In Freedman’s biographical note, the author says that he “became a cowboy at an early age” while he was growing up in California during the Great Depression. As a boy, he was a voracious reader of dime novels about the cowboy. As a result, he thought a cowboy was a “fellow who says ‘yup’ and ‘nope,’ who never complains, who shoots straight and whose horse comes when he whistles.” A few decades later, when he began research for this book, he found that many of his romantic notions about the cowboy were contradicted by the facts.
Nevertheless, Freedman’s love of cowboy lore has clearly survived the correction of his misconceptions. He clearly admires the real cowboy who can be found beneath the veneer of the dime store novel and Hollywood Western. He writes with great respect about the realities of life on the range.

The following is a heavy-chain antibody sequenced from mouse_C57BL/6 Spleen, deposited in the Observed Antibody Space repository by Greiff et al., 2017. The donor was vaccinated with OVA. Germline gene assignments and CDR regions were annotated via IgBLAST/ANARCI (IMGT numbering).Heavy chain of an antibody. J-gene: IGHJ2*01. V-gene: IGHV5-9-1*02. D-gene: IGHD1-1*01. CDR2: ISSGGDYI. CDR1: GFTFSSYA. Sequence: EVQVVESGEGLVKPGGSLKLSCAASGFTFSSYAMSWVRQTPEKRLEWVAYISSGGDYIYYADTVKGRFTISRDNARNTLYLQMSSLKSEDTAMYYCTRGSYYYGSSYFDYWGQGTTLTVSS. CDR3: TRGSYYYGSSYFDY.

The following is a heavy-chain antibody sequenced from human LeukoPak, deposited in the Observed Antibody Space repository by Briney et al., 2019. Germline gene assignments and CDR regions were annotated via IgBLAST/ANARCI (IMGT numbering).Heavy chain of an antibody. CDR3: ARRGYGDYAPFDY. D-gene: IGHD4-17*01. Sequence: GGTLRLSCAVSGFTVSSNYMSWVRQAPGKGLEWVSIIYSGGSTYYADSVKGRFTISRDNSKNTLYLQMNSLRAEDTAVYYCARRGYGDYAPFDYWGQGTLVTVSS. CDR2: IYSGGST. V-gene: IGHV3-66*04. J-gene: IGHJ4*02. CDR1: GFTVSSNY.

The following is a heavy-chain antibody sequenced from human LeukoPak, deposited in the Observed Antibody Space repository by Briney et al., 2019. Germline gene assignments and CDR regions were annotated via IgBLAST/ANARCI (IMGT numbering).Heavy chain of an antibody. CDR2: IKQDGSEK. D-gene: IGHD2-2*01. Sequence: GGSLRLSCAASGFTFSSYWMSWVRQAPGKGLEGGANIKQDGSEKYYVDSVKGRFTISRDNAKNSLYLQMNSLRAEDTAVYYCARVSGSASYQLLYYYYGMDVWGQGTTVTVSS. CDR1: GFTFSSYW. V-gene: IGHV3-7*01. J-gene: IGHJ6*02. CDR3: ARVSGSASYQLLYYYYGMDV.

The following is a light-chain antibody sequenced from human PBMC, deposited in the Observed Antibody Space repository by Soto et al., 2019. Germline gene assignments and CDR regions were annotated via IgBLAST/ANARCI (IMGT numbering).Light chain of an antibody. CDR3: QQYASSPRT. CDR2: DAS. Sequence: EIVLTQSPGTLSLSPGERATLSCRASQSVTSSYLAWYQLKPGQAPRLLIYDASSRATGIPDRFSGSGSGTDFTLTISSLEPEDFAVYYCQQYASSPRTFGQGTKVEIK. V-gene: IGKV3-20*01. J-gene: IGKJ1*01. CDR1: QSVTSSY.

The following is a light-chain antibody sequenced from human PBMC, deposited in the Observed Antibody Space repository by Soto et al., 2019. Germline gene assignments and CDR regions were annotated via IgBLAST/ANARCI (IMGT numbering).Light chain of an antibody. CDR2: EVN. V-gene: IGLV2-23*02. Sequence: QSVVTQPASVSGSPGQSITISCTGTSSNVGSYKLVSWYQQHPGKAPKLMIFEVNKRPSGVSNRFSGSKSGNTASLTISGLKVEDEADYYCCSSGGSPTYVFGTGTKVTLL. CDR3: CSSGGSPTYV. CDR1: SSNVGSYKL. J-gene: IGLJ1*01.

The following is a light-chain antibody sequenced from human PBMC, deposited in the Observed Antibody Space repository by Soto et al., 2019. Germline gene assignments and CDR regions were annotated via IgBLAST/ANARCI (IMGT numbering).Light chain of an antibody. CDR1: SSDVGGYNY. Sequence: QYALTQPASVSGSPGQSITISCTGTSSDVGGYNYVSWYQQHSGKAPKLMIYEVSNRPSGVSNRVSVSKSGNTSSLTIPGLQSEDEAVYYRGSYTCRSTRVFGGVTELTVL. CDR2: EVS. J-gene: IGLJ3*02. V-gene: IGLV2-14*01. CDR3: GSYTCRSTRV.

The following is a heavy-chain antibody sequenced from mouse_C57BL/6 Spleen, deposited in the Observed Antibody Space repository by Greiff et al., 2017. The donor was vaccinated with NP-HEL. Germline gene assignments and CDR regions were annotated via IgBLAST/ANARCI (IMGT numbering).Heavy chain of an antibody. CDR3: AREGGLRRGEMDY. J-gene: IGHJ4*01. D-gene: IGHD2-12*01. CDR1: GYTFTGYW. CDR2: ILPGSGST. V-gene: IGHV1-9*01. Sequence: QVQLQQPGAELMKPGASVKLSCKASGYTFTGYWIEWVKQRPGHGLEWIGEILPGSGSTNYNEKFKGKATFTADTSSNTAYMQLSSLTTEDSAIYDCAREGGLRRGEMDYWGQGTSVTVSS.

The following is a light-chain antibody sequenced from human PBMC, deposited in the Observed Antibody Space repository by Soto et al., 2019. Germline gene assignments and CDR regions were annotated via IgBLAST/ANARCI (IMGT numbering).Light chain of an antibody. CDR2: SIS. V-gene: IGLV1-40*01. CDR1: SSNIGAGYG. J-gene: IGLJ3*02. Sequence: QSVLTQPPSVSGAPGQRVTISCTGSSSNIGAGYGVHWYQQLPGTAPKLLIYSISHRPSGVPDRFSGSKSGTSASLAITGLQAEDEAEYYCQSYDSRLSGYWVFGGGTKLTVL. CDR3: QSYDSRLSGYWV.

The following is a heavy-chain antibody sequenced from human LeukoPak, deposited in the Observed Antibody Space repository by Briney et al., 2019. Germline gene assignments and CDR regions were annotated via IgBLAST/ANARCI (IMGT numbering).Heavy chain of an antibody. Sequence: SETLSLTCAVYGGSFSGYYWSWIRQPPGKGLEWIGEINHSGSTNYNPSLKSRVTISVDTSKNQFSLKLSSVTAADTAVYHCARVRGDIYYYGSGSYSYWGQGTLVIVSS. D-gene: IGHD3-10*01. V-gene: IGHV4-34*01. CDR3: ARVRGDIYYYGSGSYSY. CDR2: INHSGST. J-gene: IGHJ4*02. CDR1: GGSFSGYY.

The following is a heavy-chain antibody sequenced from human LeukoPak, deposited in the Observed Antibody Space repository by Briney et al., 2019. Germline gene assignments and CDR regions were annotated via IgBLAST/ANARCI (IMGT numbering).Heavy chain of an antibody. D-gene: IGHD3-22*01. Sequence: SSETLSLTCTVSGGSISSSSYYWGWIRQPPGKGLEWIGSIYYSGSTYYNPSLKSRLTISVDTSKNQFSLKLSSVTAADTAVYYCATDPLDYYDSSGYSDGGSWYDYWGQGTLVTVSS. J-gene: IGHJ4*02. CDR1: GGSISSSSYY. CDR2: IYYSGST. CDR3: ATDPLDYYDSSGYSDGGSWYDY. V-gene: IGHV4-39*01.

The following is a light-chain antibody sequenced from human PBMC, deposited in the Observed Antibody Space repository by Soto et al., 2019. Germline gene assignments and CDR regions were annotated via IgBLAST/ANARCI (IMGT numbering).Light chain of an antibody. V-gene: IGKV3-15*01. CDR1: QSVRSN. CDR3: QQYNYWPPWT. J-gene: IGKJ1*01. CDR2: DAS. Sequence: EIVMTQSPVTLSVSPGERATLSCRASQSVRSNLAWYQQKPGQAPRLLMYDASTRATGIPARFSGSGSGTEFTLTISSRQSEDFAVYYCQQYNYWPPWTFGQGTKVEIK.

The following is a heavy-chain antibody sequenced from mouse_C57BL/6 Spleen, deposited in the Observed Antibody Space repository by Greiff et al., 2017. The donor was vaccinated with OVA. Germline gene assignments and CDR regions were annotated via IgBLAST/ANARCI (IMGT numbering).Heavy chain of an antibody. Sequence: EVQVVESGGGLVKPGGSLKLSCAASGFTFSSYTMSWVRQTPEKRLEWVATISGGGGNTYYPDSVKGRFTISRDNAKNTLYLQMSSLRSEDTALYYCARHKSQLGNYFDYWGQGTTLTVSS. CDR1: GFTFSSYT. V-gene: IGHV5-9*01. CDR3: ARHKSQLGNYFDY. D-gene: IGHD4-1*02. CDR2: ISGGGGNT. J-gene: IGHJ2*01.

As a distinguished, award-winning biographer and historian, Freedman shows a concern with historical accuracy throughout the text. The book is like a documentary, and Freedman tries to let primary materials such as photographs and etchings, diary entries and interview excerpts, do most of the work of describing cowboy life. Despite the book’s factual tone, Cowboys of the Wild West makes history comes alive through personal stories and specific details that paint an engaging and complete picture of the cowboy’s world. The author pays scrupulous attention to the realities of the ranch and the range....
(The entire section is 476 words.)